2. University of Goettingen student records. To judge by the explanation on WikiLeaks, someone figured out how to get student records (including names and e-mail addresses) out of a poorly-configured computer run by this university, so naturally WikiLeaks agreed to publish a sampling of the stolen data, along with instructions on how to get the rest of it. There is nothing unusual about this university, and there is no claim that any of the students are public figures. Apparently WikiLeaks just thought it was cool that someone managed to do this, which once again speaks volumes about its seemingly complete lack of interest in personal privacy: apparently WikiLeaks doesn't even consider privacy any kind of concern when nobody involved is a public figure, and furthermore it will publish such information when there is zero newsworthiness in the underlying situation.
  3. Digital signing key for Texas Instruments calculators. Basically, having this means that you can take certain models of Texas Instruments calculators and install your own operating system on them. Texas Instruments did not want this key published, but of course WikiLeaks continues to publish it. To me, this document isn't news in any normal sense of the word, since obviously a key was being used even if nobody knew what it was; frankly, this childish nonsense even seems to fail the broad "material of ethical, political and historical significance" standard which WikiLeaks had set for itself.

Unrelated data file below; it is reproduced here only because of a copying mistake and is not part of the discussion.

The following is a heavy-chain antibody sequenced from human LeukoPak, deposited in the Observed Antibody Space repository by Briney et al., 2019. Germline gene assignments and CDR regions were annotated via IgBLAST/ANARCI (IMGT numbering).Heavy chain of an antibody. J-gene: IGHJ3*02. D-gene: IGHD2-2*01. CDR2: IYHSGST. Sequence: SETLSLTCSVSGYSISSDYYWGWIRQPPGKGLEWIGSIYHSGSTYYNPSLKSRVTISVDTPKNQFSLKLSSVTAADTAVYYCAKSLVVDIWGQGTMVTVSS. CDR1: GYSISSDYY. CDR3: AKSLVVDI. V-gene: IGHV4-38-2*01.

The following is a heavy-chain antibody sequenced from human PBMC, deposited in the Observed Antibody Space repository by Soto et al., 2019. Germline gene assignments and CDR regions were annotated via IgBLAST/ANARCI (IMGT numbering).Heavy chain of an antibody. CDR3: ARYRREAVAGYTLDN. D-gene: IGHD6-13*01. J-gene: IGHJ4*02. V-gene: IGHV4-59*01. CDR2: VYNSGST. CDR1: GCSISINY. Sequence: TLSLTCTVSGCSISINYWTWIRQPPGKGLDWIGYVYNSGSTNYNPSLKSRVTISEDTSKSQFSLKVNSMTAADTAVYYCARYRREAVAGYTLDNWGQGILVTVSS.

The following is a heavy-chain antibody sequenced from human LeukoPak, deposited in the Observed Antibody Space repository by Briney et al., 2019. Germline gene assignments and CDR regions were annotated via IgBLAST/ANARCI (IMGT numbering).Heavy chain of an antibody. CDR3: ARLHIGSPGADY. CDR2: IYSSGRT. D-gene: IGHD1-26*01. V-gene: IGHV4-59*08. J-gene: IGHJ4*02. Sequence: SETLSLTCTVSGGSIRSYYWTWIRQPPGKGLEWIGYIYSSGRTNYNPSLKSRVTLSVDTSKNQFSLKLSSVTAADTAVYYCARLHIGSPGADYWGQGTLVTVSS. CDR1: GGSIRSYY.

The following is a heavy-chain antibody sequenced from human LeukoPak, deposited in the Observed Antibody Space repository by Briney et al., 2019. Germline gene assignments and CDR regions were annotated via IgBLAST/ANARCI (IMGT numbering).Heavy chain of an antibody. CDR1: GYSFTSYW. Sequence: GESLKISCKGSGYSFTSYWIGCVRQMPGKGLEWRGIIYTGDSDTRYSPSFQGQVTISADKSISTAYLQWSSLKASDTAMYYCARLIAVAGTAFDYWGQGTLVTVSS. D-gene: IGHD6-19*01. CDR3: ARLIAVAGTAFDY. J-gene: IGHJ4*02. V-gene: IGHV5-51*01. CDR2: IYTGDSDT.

4. David Irving e-mails. One thing which WikiLeaks is a bit notorious for doing is publishing material obtained from hacked e-mail accounts. As far as I can tell, the standard seems to be if that if WikiLeaks doesn't like someone, and a hacker manages to steal that person's e-mail, WikiLeaks will blithely publish all of it, without regard to whether any individual message has ethical, political, or historical significance, and additionally without regard to whether this violates the privacy of any third parties corresponding with that person. There are dozens of examples of this all over WikiLeaks, though here I've only picked one. Please understand that I have no particular respect for the "David Irving" whose mail was published in this document: he'd be a very unpleasant man, and a serious bigot, even if he weren't a Holocaust denier. What I am questioning is whether it was necessary for WikiLeaks to violate the privacy of everyone who corresponded with Mr. Irving, including publishing the e-mail address of (apparently) everyone he ever wrote to, particularly given that some of those people may have no sympathy for his cause: in some cases, they might simply be other journalists trying to infiltrate and get a story. To me, this kind of indiscriminate (and frankly lazy) behavior runs afoul of both the second and the third of the three concerns I listed at the beginning of this post, and brings into question what standards WikiLeaks will apply when sources send them material of a far more sensitive nature.